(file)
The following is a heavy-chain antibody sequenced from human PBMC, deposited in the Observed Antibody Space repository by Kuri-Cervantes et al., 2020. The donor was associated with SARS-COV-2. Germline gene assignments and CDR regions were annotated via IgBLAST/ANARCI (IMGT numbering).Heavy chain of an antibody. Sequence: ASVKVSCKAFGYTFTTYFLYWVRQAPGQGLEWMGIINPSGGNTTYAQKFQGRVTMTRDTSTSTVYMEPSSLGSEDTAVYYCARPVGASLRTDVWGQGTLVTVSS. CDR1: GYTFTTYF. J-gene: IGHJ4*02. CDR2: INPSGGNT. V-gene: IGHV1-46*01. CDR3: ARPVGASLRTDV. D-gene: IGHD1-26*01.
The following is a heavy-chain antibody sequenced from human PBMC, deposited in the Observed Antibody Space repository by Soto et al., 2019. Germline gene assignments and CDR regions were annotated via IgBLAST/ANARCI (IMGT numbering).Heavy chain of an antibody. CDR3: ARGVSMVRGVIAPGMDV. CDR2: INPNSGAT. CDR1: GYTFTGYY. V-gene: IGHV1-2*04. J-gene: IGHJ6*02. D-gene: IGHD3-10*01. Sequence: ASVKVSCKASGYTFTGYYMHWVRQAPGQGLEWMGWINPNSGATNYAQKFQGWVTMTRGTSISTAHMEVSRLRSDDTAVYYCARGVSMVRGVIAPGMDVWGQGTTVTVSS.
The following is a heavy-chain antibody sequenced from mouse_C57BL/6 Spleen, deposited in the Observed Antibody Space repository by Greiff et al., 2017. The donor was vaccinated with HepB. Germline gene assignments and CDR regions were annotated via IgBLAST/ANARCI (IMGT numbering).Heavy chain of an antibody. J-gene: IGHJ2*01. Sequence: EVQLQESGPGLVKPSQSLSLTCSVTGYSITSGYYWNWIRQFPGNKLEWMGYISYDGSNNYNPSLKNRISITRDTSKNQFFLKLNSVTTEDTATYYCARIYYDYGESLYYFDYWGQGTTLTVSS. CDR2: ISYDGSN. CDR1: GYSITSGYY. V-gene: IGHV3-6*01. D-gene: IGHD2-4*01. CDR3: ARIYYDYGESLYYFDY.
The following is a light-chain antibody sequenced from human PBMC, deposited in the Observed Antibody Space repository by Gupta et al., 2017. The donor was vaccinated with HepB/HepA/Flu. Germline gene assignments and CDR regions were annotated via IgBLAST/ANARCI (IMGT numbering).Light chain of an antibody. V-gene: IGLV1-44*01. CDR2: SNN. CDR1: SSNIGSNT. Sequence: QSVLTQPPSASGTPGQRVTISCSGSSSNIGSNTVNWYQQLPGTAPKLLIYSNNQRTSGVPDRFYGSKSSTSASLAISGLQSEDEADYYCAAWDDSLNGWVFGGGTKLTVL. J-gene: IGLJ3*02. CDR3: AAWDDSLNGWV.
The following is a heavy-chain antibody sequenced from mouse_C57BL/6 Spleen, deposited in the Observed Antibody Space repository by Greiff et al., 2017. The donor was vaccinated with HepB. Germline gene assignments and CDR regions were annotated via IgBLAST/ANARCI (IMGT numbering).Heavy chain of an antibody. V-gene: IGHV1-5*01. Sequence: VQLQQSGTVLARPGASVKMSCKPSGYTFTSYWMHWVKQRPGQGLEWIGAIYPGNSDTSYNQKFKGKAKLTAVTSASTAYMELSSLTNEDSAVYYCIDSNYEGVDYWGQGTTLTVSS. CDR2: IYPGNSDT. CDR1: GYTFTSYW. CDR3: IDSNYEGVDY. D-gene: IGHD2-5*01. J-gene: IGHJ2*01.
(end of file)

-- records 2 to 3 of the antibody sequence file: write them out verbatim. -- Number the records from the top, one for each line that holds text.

The following is a heavy-chain antibody sequenced from human PBMC, deposited in the Observed Antibody Space repository by Soto et al., 2019. Germline gene assignments and CDR regions were annotated via IgBLAST/ANARCI (IMGT numbering).Heavy chain of an antibody. CDR3: ARGVSMVRGVIAPGMDV. CDR2: INPNSGAT. CDR1: GYTFTGYY. V-gene: IGHV1-2*04. J-gene: IGHJ6*02. D-gene: IGHD3-10*01. Sequence: ASVKVSCKASGYTFTGYYMHWVRQAPGQGLEWMGWINPNSGATNYAQKFQGWVTMTRGTSISTAHMEVSRLRSDDTAVYYCARGVSMVRGVIAPGMDVWGQGTTVTVSS.
The following is a heavy-chain antibody sequenced from mouse_C57BL/6 Spleen, deposited in the Observed Antibody Space repository by Greiff et al., 2017. The donor was vaccinated with HepB. Germline gene assignments and CDR regions were annotated via IgBLAST/ANARCI (IMGT numbering).Heavy chain of an antibody. J-gene: IGHJ2*01. Sequence: EVQLQESGPGLVKPSQSLSLTCSVTGYSITSGYYWNWIRQFPGNKLEWMGYISYDGSNNYNPSLKNRISITRDTSKNQFFLKLNSVTTEDTATYYCARIYYDYGESLYYFDYWGQGTTLTVSS. CDR2: ISYDGSN. CDR1: GYSITSGYY. V-gene: IGHV3-6*01. D-gene: IGHD2-4*01. CDR3: ARIYYDYGESLYYFDY.